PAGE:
Exxaro to line up against former CEO in race for Optimum Coal

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EXXARO Resources, the Johannesburg-listed coal producer, is to add its name to suitors interested in buying the Gupta family’s Tegeta Resources coal assets, currently in business rescue – a development that would potentially see the group compete against its former CEO, Sipho Nkosi who is also interested in the assets.

Commenting during a presentation of the group’s full year results, which demonstrated much improved trading conditions for thermal coal, Exxaro CEO, Mxolisi Ngojo said the company was interested in buying the export entitlement through Richards Bay Coal Terminal (RBCT) which is contained in Optimum Coal Mine.

Optimum Coal Mine has a 7.5% stake in RBCT which, based on the terminal’s stated capacity of 81 million tonnes per year (Mtpa), is equal to just over 6Mtpa. Buying this would nearly double Exxaro’s current direct access to the thermal coal export market. “We are absolutely interested in the export entitlement,” said Mgojo in a conference call this morning. There had not been an approach to Tegeta’s business practitioners, however.

Miningmx reported today that Sipho Nkosi is to join forces with Bernard Swanepoel in a new company called the Phakasmisa Consortium, which wants to bid for Optimum mine as well as Koornfontein and the RBCT entitlement. Nkosi was the CEO of Exxaro Resources for about eights years having been appointed in 2007 during the firm’s formative years. The two men are also long-time business partners, and hold shares in Exxaro.

There is uncertainly, however, regarding how such a sale would be conducted. Tegeta Resources attempted to sell the RBCT entitlement to Vitol in 2016, but the move was eventually blocked by RBCT shareholders on the basis there were pre-emptive rights. Another argument is that Optimum Coal Mine and the entitlement are indivisible.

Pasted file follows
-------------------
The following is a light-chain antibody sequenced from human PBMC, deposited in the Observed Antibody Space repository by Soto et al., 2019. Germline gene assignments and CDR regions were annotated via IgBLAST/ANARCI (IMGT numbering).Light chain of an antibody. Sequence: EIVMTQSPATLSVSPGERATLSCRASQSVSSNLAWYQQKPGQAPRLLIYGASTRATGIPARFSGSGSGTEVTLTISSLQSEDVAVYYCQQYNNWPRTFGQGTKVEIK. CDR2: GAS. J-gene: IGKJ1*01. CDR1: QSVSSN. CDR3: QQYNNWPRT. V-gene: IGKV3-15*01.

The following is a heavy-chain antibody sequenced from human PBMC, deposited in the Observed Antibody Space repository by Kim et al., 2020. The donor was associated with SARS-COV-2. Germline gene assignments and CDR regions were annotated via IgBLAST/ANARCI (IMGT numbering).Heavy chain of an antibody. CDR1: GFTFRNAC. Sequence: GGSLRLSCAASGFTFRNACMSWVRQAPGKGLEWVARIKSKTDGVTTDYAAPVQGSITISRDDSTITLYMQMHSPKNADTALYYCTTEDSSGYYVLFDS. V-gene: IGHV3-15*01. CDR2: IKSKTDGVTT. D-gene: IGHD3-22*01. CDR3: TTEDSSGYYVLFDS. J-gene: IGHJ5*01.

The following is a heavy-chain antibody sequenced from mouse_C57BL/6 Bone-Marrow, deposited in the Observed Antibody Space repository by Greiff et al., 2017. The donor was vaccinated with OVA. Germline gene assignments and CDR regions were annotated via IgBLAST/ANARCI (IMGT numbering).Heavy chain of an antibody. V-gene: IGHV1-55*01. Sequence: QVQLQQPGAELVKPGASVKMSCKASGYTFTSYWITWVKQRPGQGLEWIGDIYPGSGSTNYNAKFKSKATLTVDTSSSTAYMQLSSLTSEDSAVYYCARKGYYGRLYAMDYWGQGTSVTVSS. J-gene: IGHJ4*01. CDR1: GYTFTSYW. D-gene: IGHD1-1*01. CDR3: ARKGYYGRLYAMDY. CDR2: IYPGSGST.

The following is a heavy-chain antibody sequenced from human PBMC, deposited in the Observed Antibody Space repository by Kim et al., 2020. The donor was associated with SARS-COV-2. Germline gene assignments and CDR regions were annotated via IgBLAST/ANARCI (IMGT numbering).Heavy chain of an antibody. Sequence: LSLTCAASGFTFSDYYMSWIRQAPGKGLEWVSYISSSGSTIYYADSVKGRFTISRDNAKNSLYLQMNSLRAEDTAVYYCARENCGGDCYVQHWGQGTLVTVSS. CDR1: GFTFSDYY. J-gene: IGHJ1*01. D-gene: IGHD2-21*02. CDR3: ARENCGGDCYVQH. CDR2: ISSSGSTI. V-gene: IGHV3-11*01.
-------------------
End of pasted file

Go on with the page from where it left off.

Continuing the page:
“It is possible to take the portion of entitlement without the other assets. It depends on what the other players are offering for the combined assets,” said Mgojo. He alluded to the Optimum mine’s rehabilitation liabilities which could be as high as R2bn. According to allegations, the rehabilitation fund was raided by the Gupta family. It’s not known if the fund contains any money, or if the monies can be recovered through legal means.

Swanepoel said today regarding Phakamisa’s proposed offer for the Tegeta coal assets that: “We are very comfortable to play and to win. This is an easily salvageable process.” The two will be joined in competition for the assets by Mike Teke, CEO of Seriti Consortium, who told Miningmx last week it was also interested in Optimum Coal Mine.

The current three-part race for the coal assets underpins comments made by newly appointed South Africa mines minister, Gwede Mantashe, who told parliament’s mineral resources committee yesterday that the Gupta mines would be in operation again.

OLD BOYS’ REUNION

Commenting on the appointment of Mantashe, Mgojo declared himself “very pleased” with the development. He also lauded the fact Mantashe had pulled in Sandile Nogxina as his advisor on upcoming Mining Charter negotiations.

Nogxina was the director-general of the Department of Mineral Resources when the first Mining Charter was forged – which included Con Fauconnier as a key player. (Fauconnier was Exxaro Resources’ first CEO before handing the reins of the company to Nkosi).

“We are very pleased with the recent appointment of Mantashe. With his experience and also that of his new advisor, Sandile Nogxina. Sandile was the previous DG and he was very instrumental in negotiations at the time of Mining Charter I,” said Mgojo who was also appointed president of the Chamber of Mines in June last year.

There was alot of noise in Exxaro’s 2017 financial year-end numbers owing to the cost of implementing a new black economic empowerment transaction, and the sale of a stake in Tronox, as well as Tronox’s alkali business (from which Exxaro suffered a loss). Excluding these one-off, exceptional items, however, Exxaro reported attributable earnings per share for the year of 1,923 cents, an increase of 20% year-on-year.

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